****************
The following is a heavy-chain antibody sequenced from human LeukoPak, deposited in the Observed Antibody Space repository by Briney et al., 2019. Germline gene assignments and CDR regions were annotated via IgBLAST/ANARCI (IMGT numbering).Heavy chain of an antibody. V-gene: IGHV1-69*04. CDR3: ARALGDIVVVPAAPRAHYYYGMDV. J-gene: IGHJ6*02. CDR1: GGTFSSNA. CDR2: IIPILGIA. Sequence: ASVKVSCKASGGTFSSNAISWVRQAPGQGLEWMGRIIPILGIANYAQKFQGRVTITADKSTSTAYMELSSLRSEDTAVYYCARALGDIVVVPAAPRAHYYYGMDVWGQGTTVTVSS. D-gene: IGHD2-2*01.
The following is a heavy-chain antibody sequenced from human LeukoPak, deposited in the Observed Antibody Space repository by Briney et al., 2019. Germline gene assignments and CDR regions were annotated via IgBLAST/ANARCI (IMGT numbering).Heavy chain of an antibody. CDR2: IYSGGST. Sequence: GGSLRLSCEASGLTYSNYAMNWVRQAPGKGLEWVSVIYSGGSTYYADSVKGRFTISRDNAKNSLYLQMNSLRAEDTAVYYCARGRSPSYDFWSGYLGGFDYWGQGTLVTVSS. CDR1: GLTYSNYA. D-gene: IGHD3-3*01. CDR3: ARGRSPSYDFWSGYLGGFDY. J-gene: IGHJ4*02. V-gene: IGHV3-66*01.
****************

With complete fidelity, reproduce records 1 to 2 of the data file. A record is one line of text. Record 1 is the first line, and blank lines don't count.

The following is a heavy-chain antibody sequenced from human LeukoPak, deposited in the Observed Antibody Space repository by Briney et al., 2019. Germline gene assignments and CDR regions were annotated via IgBLAST/ANARCI (IMGT numbering).Heavy chain of an antibody. V-gene: IGHV1-69*04. CDR3: ARALGDIVVVPAAPRAHYYYGMDV. J-gene: IGHJ6*02. CDR1: GGTFSSNA. CDR2: IIPILGIA. Sequence: ASVKVSCKASGGTFSSNAISWVRQAPGQGLEWMGRIIPILGIANYAQKFQGRVTITADKSTSTAYMELSSLRSEDTAVYYCARALGDIVVVPAAPRAHYYYGMDVWGQGTTVTVSS. D-gene: IGHD2-2*01.
The following is a heavy-chain antibody sequenced from human LeukoPak, deposited in the Observed Antibody Space repository by Briney et al., 2019. Germline gene assignments and CDR regions were annotated via IgBLAST/ANARCI (IMGT numbering).Heavy chain of an antibody. CDR2: IYSGGST. Sequence: GGSLRLSCEASGLTYSNYAMNWVRQAPGKGLEWVSVIYSGGSTYYADSVKGRFTISRDNAKNSLYLQMNSLRAEDTAVYYCARGRSPSYDFWSGYLGGFDYWGQGTLVTVSS. CDR1: GLTYSNYA. D-gene: IGHD3-3*01. CDR3: ARGRSPSYDFWSGYLGGFDY. J-gene: IGHJ4*02. V-gene: IGHV3-66*01.